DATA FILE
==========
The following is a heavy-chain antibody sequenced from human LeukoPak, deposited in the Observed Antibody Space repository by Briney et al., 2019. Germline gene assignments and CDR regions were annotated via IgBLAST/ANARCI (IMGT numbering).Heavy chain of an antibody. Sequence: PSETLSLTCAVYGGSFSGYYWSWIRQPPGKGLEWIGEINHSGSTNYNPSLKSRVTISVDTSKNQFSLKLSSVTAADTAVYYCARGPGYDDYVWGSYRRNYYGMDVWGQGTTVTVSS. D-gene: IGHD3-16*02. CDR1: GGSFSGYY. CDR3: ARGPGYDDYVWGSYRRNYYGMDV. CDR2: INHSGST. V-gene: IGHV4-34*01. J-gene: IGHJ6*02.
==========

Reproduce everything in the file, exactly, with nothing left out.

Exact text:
The following is a heavy-chain antibody sequenced from human LeukoPak, deposited in the Observed Antibody Space repository by Briney et al., 2019. Germline gene assignments and CDR regions were annotated via IgBLAST/ANARCI (IMGT numbering).Heavy chain of an antibody. Sequence: PSETLSLTCAVYGGSFSGYYWSWIRQPPGKGLEWIGEINHSGSTNYNPSLKSRVTISVDTSKNQFSLKLSSVTAADTAVYYCARGPGYDDYVWGSYRRNYYGMDVWGQGTTVTVSS. D-gene: IGHD3-16*02. CDR1: GGSFSGYY. CDR3: ARGPGYDDYVWGSYRRNYYGMDV. CDR2: INHSGST. V-gene: IGHV4-34*01. J-gene: IGHJ6*02.